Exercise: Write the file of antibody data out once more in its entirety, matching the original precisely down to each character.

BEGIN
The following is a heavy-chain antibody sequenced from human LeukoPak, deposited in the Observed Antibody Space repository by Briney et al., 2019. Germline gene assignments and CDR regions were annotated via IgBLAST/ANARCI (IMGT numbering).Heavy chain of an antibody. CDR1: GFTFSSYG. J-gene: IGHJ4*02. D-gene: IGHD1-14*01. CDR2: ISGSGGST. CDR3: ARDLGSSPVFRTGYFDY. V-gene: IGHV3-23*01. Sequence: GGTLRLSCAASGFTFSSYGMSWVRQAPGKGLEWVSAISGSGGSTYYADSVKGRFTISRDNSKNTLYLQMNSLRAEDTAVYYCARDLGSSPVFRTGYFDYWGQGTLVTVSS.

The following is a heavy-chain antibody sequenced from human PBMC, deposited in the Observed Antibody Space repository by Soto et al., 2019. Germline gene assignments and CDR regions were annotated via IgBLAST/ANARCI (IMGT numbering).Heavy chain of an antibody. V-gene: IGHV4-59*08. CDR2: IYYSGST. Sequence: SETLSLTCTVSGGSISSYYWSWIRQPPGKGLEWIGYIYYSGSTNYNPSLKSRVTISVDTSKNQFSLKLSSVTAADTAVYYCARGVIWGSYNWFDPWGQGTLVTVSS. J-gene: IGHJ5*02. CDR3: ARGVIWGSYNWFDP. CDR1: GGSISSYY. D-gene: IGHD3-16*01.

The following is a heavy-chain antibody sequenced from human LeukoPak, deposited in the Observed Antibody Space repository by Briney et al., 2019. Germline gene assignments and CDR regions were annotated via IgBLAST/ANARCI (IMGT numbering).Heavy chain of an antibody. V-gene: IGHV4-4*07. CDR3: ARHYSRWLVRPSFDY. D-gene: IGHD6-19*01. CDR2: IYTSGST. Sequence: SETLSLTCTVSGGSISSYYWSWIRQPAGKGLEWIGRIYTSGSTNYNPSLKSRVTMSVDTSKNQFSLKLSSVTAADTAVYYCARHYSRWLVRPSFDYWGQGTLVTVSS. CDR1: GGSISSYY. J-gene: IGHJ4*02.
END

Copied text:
The following is a heavy-chain antibody sequenced from human LeukoPak, deposited in the Observed Antibody Space repository by Briney et al., 2019. Germline gene assignments and CDR regions were annotated via IgBLAST/ANARCI (IMGT numbering).Heavy chain of an antibody. CDR1: GFTFSSYG. J-gene: IGHJ4*02. D-gene: IGHD1-14*01. CDR2: ISGSGGST. CDR3: ARDLGSSPVFRTGYFDY. V-gene: IGHV3-23*01. Sequence: GGTLRLSCAASGFTFSSYGMSWVRQAPGKGLEWVSAISGSGGSTYYADSVKGRFTISRDNSKNTLYLQMNSLRAEDTAVYYCARDLGSSPVFRTGYFDYWGQGTLVTVSS.

The following is a heavy-chain antibody sequenced from human PBMC, deposited in the Observed Antibody Space repository by Soto et al., 2019. Germline gene assignments and CDR regions were annotated via IgBLAST/ANARCI (IMGT numbering).Heavy chain of an antibody. V-gene: IGHV4-59*08. CDR2: IYYSGST. Sequence: SETLSLTCTVSGGSISSYYWSWIRQPPGKGLEWIGYIYYSGSTNYNPSLKSRVTISVDTSKNQFSLKLSSVTAADTAVYYCARGVIWGSYNWFDPWGQGTLVTVSS. J-gene: IGHJ5*02. CDR3: ARGVIWGSYNWFDP. CDR1: GGSISSYY. D-gene: IGHD3-16*01.

The following is a heavy-chain antibody sequenced from human LeukoPak, deposited in the Observed Antibody Space repository by Briney et al., 2019. Germline gene assignments and CDR regions were annotated via IgBLAST/ANARCI (IMGT numbering).Heavy chain of an antibody. V-gene: IGHV4-4*07. CDR3: ARHYSRWLVRPSFDY. D-gene: IGHD6-19*01. CDR2: IYTSGST. Sequence: SETLSLTCTVSGGSISSYYWSWIRQPAGKGLEWIGRIYTSGSTNYNPSLKSRVTMSVDTSKNQFSLKLSSVTAADTAVYYCARHYSRWLVRPSFDYWGQGTLVTVSS. CDR1: GGSISSYY. J-gene: IGHJ4*02.